Imagine the common situation where a NSO service is modifying 10 devices and let's say each device have 1000 lines of configs to be modified (total 10000 lines in the get-modifications.)

When you do an update of the service that only one device, NSO would need to calculate diff for the 10.000 lines even if for 9 of the 10 devices there are no changes.

Let's say now that you re-organize your code and use stacked services where each changes on a given device is isolated in a service instance with 10 input parameters. For any update (or re-deploy) call that affects one device, for the 9 other device you will only be evaluating 9x10=90 leafs instead of 9x1000=9000.

There are many similar examples but the idea is always the same, to isolate things that do not typically change "together" and the benefits are in service updates/re-deploys rather than create or delete.

Roque hello,

 

Thank you very much for your reply.

 

I understand the idea and appreciate the idea. My question is how to do it..  i couldn't figure out how to maintain the situation that when i re-deploy the upper-service, lower-service will only be diff-checked in case "lower-service input parameters" are modified. I tried to explain how i tried this above.

 

Or may be i am missing something very obvious here.

 

Thanks and regards.

rogaglia
Cisco Employee

I believe your problem is that you are having a 1:1 relationship between the number of top services instances and the lower service instances. You need to make that relationship 1:N. So, one top service creates many lower services so you can play with the different combinations.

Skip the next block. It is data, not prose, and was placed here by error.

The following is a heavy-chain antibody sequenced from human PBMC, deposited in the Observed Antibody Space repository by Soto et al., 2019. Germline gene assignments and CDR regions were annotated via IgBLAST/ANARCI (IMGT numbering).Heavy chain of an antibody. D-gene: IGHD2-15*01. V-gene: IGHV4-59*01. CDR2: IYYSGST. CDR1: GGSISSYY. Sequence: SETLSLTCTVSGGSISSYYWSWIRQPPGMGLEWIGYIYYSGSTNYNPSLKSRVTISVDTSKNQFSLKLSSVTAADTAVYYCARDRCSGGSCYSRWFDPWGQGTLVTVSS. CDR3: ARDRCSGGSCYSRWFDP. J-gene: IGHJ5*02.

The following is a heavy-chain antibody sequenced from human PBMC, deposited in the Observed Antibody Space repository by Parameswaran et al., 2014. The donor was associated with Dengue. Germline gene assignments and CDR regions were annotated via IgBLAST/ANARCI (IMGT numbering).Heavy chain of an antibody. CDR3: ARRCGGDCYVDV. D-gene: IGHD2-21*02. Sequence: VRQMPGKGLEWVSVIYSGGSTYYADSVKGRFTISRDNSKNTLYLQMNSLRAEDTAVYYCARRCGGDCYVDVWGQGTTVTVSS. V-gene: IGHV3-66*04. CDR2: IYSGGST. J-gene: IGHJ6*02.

Maybe something like:

```

module fff {
  namespace "http://example.com/fff";
  prefix fff;
  list fff {
    description "This is an RFS skeleton service";
    key hostname;
    leaf hostname {
      type string;
   }
 
   list devices {
      key name;
      leaf name {
         tailf:info "Device name is also service unique name";
         type leafref {
         path "/ncs:devices/ncs:device/ncs:name";
         }
      }
      leaf log { type string; }
    }
    uses ncs:service-data;
    ncs:servicepoint fff-servicepoint;
  }
}
```

Roque hello,

Thanks for your response.

I have tried below 2 scenarios as to manage multiple lower service instances via upper service. 
I still couldn't manage to do it. Whenever i modify lower service instance via device-manager ( service instance is not changed ) and re-deploy upper service instance, lower service instance is corrected.

On the other hand, there is this explanation in Development Manual : 
Also the reactive-re-deploy will make a "shallow"
re-deploy in the sense that underlying stacked services will not be re-deployed. This "shallow" feature is
important when stacked services are used for performance optimization reasons. 

I tried with shallow option, and it is doing what we are expecting in both of the scenarios..